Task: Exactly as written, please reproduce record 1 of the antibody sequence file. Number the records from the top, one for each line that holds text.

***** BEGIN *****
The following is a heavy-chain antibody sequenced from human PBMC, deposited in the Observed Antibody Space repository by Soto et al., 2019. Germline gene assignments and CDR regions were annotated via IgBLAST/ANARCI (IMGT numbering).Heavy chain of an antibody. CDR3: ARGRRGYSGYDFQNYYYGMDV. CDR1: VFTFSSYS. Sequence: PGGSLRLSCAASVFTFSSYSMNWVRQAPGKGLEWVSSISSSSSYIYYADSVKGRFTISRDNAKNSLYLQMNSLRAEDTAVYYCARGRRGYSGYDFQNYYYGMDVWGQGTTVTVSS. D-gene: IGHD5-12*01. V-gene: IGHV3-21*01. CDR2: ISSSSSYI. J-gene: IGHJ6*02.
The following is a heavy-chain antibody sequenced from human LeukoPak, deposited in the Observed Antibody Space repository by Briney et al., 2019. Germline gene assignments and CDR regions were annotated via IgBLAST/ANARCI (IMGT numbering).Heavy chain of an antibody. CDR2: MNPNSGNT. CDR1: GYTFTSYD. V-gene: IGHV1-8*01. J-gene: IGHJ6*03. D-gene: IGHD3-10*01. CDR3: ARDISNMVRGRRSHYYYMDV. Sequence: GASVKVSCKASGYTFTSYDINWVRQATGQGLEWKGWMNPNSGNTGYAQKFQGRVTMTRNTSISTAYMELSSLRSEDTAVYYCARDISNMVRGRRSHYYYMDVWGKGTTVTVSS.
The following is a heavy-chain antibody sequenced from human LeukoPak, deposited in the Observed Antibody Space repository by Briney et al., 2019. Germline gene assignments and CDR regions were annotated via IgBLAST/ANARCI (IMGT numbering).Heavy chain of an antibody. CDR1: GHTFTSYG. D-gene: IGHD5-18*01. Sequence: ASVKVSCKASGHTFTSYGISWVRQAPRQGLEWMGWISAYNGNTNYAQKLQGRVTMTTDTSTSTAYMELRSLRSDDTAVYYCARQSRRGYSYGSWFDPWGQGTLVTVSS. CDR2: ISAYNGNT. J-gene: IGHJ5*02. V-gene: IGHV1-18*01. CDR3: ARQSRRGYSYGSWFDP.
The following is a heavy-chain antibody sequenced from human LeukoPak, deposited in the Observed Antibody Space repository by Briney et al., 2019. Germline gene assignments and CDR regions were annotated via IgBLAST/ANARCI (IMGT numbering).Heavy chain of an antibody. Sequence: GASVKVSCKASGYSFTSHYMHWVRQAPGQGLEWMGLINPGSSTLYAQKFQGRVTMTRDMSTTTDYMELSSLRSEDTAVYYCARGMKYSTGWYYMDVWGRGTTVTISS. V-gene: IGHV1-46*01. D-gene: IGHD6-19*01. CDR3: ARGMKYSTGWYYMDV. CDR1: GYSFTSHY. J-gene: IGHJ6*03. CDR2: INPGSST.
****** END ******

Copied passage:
The following is a heavy-chain antibody sequenced from human PBMC, deposited in the Observed Antibody Space repository by Soto et al., 2019. Germline gene assignments and CDR regions were annotated via IgBLAST/ANARCI (IMGT numbering).Heavy chain of an antibody. CDR3: ARGRRGYSGYDFQNYYYGMDV. CDR1: VFTFSSYS. Sequence: PGGSLRLSCAASVFTFSSYSMNWVRQAPGKGLEWVSSISSSSSYIYYADSVKGRFTISRDNAKNSLYLQMNSLRAEDTAVYYCARGRRGYSGYDFQNYYYGMDVWGQGTTVTVSS. D-gene: IGHD5-12*01. V-gene: IGHV3-21*01. CDR2: ISSSSSYI. J-gene: IGHJ6*02.